Rediscovering Our Century of Silk

The Northampton silk industry, now largely forgotten, is a fascinating chapter in New England history. The Northampton Silk Project is an interdisciplinary effort to rediscover its many facets (social, economic, scientific, technological, cultural) by engaging the expertise of a wide range of people and employing a variety of techniques (primary documents, secondary literature, oral history, the artifacts that were produced here, extant buildings and machinery, etc.).

This list of resources is just a beginning. Please send us suggestions! We plan to update the bibliography every six months or so.

 

Who (who were the industry's founders, successors, workers?)

Christopher Clark, The Communitarian Moment: the radical challenge of the Northampton Association, Cornell University Press, 1995

Oral history, interviews with former Northampton silk workers, by Professor Kiki Smith and students

Skinner's Silks and Satins: their romantic story, a booklet produced by William Skinner & Sons, 1936

The Corticelli Kitten (a company newsletter for employees, published regularly for some years)

Nell Irvin Painter, Sojourner Truth: a life, a symbol, W. W. Norton, 1996

Charles Sheffield, The History of Florence, Massachusetts, including a Complete Account of the Northampton Association of Education and Industry, Florence, Massachusetts: by the Editor, 1895. Reprinted by the Book Committee of the Florence Civic and Business Association.

Alfred Lilly, The Silk Industry of the United States, New York: Jenkins and THomas, Printers, 1882; Forbes Library

Ruth Houghton, "The silk industry in Northampton", Smith College honors thesis, 1929 (in the Sophia Smith Collection in Nielson Library)

Agnes Hannay, "A Chronicle of Industry on the Mill River, Smith College Studies in History , 1935-36

Alice Eaton McBee, "From Utopia to Florence: the story of a Transcendental community in Northampton, Mass, 1840-1952", Smith College Studies in History , 1947

L. P. Brockett, The Silk Industry in America, published by the Silk Association of America for the Centennial Exposition, 1876

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What did the silk companies make? Who bought their products?
Who used them?

Artifacts at the Florence Civic Center, Historic Northampton, and Forbes Library

The Rose & Trumbull Co., American Silk Industry, The Silk Association of America, 1893

Peter Weis and Ann Feitelson, "The Silk Industry in Florence, Massachusetts", Piecework, January-February 1999, pp. 36-44.

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How is silk made? Techniques and technology.

Samuel Whitmarsh, Eight Years Experience in the culture of the Mulberry Tree and the case of the Silk Worm, Northampton, 1839; see also other sericulture manuals of the time (by Cobb, d'Homergue, etc)

Edwin Elmer, "A Lady of Baptist Corner", painting, Smith College Museum of Art; the machine shown here is in the museum of the Westfield library (Westfield Athenaeum)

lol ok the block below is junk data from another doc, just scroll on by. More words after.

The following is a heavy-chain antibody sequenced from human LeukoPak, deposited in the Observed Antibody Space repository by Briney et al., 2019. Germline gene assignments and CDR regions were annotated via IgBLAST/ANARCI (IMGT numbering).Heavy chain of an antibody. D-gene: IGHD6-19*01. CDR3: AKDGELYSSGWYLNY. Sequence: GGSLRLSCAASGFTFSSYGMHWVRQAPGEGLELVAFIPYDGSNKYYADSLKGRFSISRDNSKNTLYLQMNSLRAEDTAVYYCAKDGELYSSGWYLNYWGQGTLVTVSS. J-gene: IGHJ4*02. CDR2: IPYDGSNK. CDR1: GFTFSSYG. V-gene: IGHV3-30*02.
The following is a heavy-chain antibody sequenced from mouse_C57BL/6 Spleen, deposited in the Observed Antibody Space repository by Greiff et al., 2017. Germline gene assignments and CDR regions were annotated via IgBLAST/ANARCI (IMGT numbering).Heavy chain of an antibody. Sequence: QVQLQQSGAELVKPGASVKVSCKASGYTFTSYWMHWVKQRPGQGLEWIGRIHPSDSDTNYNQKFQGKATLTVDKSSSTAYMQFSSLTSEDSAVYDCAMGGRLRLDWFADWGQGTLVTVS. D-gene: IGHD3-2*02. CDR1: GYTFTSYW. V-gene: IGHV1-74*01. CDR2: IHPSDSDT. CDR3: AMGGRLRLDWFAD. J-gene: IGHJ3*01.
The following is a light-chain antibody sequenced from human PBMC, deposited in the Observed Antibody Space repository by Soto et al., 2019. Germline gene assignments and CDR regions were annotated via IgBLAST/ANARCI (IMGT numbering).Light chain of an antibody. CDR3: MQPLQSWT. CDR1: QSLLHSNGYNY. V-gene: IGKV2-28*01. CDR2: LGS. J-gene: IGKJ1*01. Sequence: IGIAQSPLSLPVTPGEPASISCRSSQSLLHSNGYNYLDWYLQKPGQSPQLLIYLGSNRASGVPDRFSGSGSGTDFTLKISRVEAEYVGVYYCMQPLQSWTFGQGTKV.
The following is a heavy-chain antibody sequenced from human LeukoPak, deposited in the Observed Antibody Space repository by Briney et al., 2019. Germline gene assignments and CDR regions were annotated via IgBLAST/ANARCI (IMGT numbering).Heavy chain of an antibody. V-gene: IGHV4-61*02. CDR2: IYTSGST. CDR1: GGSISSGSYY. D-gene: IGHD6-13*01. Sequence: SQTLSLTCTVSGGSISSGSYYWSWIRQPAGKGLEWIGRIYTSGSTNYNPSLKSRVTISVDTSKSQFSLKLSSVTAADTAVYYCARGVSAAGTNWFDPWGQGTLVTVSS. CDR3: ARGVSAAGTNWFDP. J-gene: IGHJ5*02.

Silk reeling machine and Jacquard loom, reconstructed by Smith College students, 1998-99

The Silk Grower and Farmer's Manual, 1831 - 1838; continued as Journal of the American Silk Society and Rural Economist, 1839 - 41

Silk: its origin, culture, and manufacture, The Corticelli Silk Company, 1911

Charles Dean, The Mills of Mill River, unpublished manuscript, 1935 (Forbes Library)

Ads for silk machinery in Rose&Trumbull (see above) and Brockett (see below)

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When (what contemporary records are available?)

The Daily Hampshire Gazette, 1832 - 1932

Hampshire Country and Franklin County Court Records, Northampton

Records of the Northampton Association for Education and Industry, The American Antiquarian Society, Worcester, MA

The Stetson family letters, to be published

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Where (did all this take place?)

Extant mill buildings and former mill sites, and the homes of the industry's founders, in Florence, Northampton, Williamsburg, and Leeds (a bicycle tour guidebook will be ready by the fall of 2002)

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Why (did the silk industry thrive but later fail? and why does it matter? economics, material culture, the role of the industry in the development of Northampton , etc)

First Annual Report of the New England Silk Convention, Northampton, September 28, 1842

Christopher Clark, The Roots of Rural Capitalism: Western Massachusetts, 1780-1860, Cornell University Press, 1992 (paperback reprint edition)

Agnes Hannay, A Chronicle of Industry along the Mill River, Smith College Studies in History, 1935 (see especially the section "The establishment of the silk industry").

L. P. Brockett, The Silk Industry in America: a history, The Silk Association of America,1876.

Corticelli company pattern books

Giovanni Federico, An Economic History of the Silk Industry, 1830-1930, Cambridge and New York: Cambridge University Press, 1997.

Grace Hutchins, Labor and Silk, New York: International Publishers, 1929

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This page was last modified on Monday, August 26, 2002.